Recycle food to reduce carbon footprint

When Bainbridge Island residents throw out food, rather than recycle it, the waste goes on a 300-mile train trip to the Columbia Ridge Landfill in Oregon.

There it gets compacted into multiple layers of trash, a BI city newsletter says.

Food and other organic matter decomposing in the landfill emit methane, a greenhouse gas far more potent than carbon dioxide.

Even if people use a garbage disposal, the wastewater treatment plant on Bainbridge ends up filtering out food matter (biosolids) and sending it to a landfill.

The “carbon footprint” thus includes the long trip to the landfill and the greenhouse gases it produces when it gets there.

This is why solid waste disposal is a key piece of BI’s strategy to reach the Climate Action Plan goal of reducing the island’s emissions by 90% by 2045.

However, BI can reduce its footprint by contracting with Bainbridge Disposal for biweekly curbside yard waste service at a cost of $10.04 a month.

All single family homes, as well as condo and apartment buildings and commercial businesses, may contract with Bainbridge Disposal.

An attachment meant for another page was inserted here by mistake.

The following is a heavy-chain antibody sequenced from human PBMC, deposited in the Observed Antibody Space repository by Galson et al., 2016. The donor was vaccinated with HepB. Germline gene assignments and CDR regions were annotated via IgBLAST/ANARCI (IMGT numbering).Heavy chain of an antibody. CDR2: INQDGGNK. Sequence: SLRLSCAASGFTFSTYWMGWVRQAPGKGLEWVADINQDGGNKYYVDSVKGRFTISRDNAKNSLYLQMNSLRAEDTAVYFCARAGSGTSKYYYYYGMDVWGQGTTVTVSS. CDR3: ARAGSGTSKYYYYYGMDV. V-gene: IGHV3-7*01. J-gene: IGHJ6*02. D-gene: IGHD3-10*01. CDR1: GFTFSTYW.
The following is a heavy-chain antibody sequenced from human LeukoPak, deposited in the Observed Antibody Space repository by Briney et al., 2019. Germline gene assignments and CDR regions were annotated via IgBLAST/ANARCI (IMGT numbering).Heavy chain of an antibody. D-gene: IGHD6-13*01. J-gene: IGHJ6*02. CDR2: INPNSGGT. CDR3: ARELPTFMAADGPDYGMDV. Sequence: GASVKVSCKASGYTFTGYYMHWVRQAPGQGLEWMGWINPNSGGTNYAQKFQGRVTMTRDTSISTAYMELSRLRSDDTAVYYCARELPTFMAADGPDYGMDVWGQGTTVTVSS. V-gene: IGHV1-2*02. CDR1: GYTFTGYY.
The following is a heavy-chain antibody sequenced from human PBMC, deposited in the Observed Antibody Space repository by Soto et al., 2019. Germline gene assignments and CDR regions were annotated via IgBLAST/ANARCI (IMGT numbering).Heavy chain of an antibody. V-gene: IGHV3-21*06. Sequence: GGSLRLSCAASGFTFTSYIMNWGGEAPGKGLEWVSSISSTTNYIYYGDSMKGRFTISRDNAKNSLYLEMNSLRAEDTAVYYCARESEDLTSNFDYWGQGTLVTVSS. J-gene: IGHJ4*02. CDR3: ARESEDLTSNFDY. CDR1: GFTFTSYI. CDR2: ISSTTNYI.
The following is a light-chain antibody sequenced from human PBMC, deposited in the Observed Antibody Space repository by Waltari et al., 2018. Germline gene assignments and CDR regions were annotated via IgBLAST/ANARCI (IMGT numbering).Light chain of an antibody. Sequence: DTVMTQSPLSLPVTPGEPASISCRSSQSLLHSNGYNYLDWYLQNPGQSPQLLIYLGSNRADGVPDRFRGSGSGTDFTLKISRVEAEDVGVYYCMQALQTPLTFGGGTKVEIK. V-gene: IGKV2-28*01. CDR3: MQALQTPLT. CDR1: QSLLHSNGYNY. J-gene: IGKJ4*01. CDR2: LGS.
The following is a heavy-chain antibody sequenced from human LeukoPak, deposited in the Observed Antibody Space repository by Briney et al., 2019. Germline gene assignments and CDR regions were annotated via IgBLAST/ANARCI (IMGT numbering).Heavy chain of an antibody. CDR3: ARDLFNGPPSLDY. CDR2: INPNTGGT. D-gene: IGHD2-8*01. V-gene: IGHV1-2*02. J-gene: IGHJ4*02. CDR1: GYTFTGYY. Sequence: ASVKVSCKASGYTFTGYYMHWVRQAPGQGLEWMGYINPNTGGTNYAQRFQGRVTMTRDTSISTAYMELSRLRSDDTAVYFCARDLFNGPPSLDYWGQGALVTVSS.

People who don’t have enough to fill the 96-gallon cart can consider sharing the service with a neighbor or two. Or people can bag and empty the waste at the Bainbridge Disposal Transfer Station for a small fee.

Bainbridge Disposal trucks the organic material to North Mason Fiber, a commercial compost facility in Belfair, and turns it into a nutrient-rich compost. When added to landscaping, gardens or agricultural land, compost increases soil fertility and water retention and helps filter out pollutants.

Another environment-friendly option is at-home fruit and vegetable composting with a worm bin, outdoor bins or an in-kitchen appliance. Or find a friend with chickens or pigs—feeding animals is a higher use for scraps than composting.

Items that can be included in the yard waste bin include lawn clippings, plants and tree branches, food waste, shredded copy paper, fiber egg cartons, empty pizza boxes, paper towels and napkins.

Information provided by Deborah Rudnick of Climate Change Advisory Committee and Diane Landry of Zero Waste.